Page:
Why Avon is ‘getting rid’ of its marketing rule book to attract Gen Z
As the brand competes with disruptors such as Fenty and Glossier, it is focusing on a three-point plan to ensure it is relevant to younger consumers.
Avon is “completely getting rid of its marketing rule book” in order to attract Generation Z, consumers aged between four and 24.
The 130-year-old brand has developed a three-point plan for attracting a new generation that spans every aspect of marketing.
“It’s about products, positioning and doing the right thing. That’s how we’re addressing the next generation,” explains the company’s chief brand and beauty officer James Thompson.
Thompson, who joined in November last year, has been charged with rebranding the iconic make-up company in the face of an increasingly competitive beauty market.
“We’ve got an opportunity to be one of the iconic businesses that is relevant and characterises this part of the 20th century” he says.
We’ve got an opportunity to be one of the iconic businesses that characterises this part of the 20th century.
James Thompson, Avon
The first part of its plan involves the brand streamlining its innovation pipeline “from start to finish”. This has seen it incorporate social listening into developing new and interesting makeup.
The first example of this is it’s True 5-in-1 Lash Genius Mascara, which used social media to discover the top five most desired mascara benefits and create a product to cater to them.
Alongside strengthening innovation, Avon is also ensuring it is spotting trends “faster than before”. That focus led to the launch of its first Korean beauty range and a festival collection this year to cater to younger consumers’ needs.
This new approach has come about as a direct result of disruption in the beauty industry, with new brands such as Beauty Pie and Glossier stealing headlines and attracting, mostly, younger consumers.
Thompson explains: “[Disruptors] have inspired us. That sort of competition is making us better and think about our innovation in a more exciting way.
“It’s also raised the bar on how we communicate with people. It’s reminded us about a real love of products; one of the things that really strikes you is the absolute pride and delight in product itself.”
The brand is also changing the way it photographs products – creating images to inspire the Instagram generation. He explains: “The way we bring products to life in terms of our visuals has really evolved.”
Finally, Avon is trying to communicate its purpose more loudly. That includes talking more about its role in helping women build their own beauty business, as well as its investment in women’s rights.
“We rediscovering what we’re really about, what we are as a company. A lot of people talk about their purpose and rightly so but we’ve [spent] over 130 years helping, particularly women, to be entrepreneurs on their own term,” states.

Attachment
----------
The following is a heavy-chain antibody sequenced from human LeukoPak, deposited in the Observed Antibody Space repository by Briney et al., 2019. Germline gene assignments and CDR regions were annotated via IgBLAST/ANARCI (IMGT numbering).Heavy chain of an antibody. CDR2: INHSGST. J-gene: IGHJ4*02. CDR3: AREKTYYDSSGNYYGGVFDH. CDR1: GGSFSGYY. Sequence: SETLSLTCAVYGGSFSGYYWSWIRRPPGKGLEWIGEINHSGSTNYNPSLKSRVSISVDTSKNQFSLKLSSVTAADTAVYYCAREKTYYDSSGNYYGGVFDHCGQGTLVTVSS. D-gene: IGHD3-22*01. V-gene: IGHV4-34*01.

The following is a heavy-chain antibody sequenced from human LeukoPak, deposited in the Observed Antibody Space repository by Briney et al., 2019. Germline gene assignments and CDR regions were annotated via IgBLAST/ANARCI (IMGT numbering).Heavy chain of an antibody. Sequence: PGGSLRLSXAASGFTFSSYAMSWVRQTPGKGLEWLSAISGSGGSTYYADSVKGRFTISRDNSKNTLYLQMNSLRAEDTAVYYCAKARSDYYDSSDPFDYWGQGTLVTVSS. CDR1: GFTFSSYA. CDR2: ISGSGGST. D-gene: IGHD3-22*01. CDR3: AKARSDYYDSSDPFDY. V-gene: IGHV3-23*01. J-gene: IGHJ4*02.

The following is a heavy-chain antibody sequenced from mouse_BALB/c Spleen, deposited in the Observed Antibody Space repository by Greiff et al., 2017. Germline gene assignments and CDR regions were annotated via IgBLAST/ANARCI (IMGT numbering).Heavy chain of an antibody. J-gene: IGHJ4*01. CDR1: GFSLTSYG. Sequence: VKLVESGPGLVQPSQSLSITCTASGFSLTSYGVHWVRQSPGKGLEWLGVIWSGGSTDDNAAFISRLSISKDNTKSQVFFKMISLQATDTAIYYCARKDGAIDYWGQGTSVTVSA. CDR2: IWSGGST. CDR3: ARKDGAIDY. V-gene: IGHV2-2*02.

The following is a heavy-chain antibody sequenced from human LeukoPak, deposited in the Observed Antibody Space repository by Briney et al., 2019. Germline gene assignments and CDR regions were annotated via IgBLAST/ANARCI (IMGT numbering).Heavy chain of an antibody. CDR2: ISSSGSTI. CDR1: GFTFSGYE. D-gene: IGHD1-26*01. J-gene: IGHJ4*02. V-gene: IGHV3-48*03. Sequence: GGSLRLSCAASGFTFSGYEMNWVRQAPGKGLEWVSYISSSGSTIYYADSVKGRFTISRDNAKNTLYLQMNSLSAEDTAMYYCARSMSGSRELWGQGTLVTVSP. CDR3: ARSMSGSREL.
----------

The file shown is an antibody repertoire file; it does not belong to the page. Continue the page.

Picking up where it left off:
“At the same time as doing that, we’ve been the world’s largest funder of causes that are critical to women’s rights such as breast cancer awareness and gender-based domestic violence.”
Whether it is social listening, faster innovation or launching new products, underpinning all these changes is technology. In particular, Thompson is interested in how technology can help the beauty industry personalise not just is marketing but its product.
He explains: “There is going to be a lot of personalisation. When you go into a store now there are some fairly basic ways you can understand what your skin type is and what looks are right for you but increasingly technology is allowing us to see what the effect on the environment is on a particular person and their skin type and their skin colouring etc.”
He adds: “You might end up with devices that people can wear that will assess what their skin issues are or places they can visit where experts can take them through.”
It is clear that the brand have ambitious plans and since arriving Thompson has tasked the marketing team with a long list. “We’re trying to be more strategic and specialisation and get more insight into media, commercialisation, pricing, design, specific creative competencies”, he says.
Despite the changes he has already overseen and long to-do list, Thompson remains quietly confident in the business’s trajectory.
“If you can close the day knowing you’ve done your best you can’t worry, and I know this company is doing its best. It’s doing huge work to innovate, to refresh our product pipeline, to work more innovatively across the brand, to be more relevant and to work more collaboratively,” he concludes.